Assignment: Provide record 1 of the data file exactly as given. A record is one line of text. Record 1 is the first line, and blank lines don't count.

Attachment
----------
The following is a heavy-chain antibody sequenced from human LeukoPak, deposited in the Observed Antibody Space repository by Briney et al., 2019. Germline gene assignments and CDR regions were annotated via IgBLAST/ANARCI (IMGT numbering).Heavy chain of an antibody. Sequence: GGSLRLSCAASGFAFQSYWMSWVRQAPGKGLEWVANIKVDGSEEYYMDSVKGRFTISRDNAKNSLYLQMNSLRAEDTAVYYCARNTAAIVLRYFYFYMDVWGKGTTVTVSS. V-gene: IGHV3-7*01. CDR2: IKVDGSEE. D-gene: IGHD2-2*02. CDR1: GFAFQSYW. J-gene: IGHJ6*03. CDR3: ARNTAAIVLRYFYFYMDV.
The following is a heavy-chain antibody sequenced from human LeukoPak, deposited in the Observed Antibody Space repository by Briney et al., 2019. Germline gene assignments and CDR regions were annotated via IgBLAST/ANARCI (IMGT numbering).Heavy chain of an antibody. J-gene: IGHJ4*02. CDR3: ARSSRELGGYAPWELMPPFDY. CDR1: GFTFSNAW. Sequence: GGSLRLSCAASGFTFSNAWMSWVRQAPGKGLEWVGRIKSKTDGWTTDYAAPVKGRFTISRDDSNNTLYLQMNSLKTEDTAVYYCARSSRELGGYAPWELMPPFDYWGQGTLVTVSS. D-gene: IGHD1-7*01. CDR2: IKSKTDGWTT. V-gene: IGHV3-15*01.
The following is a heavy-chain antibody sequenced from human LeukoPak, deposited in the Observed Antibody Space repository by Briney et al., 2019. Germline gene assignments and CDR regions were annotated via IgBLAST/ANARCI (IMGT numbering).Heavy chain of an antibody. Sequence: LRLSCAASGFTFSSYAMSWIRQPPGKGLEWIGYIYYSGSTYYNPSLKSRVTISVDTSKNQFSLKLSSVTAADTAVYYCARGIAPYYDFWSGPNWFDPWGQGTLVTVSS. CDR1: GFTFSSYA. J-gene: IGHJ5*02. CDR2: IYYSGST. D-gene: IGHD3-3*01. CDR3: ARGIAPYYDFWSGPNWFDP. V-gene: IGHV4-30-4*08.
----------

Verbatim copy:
The following is a heavy-chain antibody sequenced from human LeukoPak, deposited in the Observed Antibody Space repository by Briney et al., 2019. Germline gene assignments and CDR regions were annotated via IgBLAST/ANARCI (IMGT numbering).Heavy chain of an antibody. Sequence: GGSLRLSCAASGFAFQSYWMSWVRQAPGKGLEWVANIKVDGSEEYYMDSVKGRFTISRDNAKNSLYLQMNSLRAEDTAVYYCARNTAAIVLRYFYFYMDVWGKGTTVTVSS. V-gene: IGHV3-7*01. CDR2: IKVDGSEE. D-gene: IGHD2-2*02. CDR1: GFAFQSYW. J-gene: IGHJ6*03. CDR3: ARNTAAIVLRYFYFYMDV.